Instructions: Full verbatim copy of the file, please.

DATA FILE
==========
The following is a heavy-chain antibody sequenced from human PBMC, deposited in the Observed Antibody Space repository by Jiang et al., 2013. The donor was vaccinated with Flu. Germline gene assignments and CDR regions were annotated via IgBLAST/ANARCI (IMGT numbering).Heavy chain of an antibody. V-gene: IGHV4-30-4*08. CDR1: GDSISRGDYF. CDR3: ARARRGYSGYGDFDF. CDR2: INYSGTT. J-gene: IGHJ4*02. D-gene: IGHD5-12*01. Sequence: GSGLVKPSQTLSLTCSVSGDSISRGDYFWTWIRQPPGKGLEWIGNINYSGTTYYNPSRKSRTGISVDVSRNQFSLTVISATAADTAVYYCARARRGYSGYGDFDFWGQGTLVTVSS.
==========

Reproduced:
The following is a heavy-chain antibody sequenced from human PBMC, deposited in the Observed Antibody Space repository by Jiang et al., 2013. The donor was vaccinated with Flu. Germline gene assignments and CDR regions were annotated via IgBLAST/ANARCI (IMGT numbering).Heavy chain of an antibody. V-gene: IGHV4-30-4*08. CDR1: GDSISRGDYF. CDR3: ARARRGYSGYGDFDF. CDR2: INYSGTT. J-gene: IGHJ4*02. D-gene: IGHD5-12*01. Sequence: GSGLVKPSQTLSLTCSVSGDSISRGDYFWTWIRQPPGKGLEWIGNINYSGTTYYNPSRKSRTGISVDVSRNQFSLTVISATAADTAVYYCARARRGYSGYGDFDFWGQGTLVTVSS.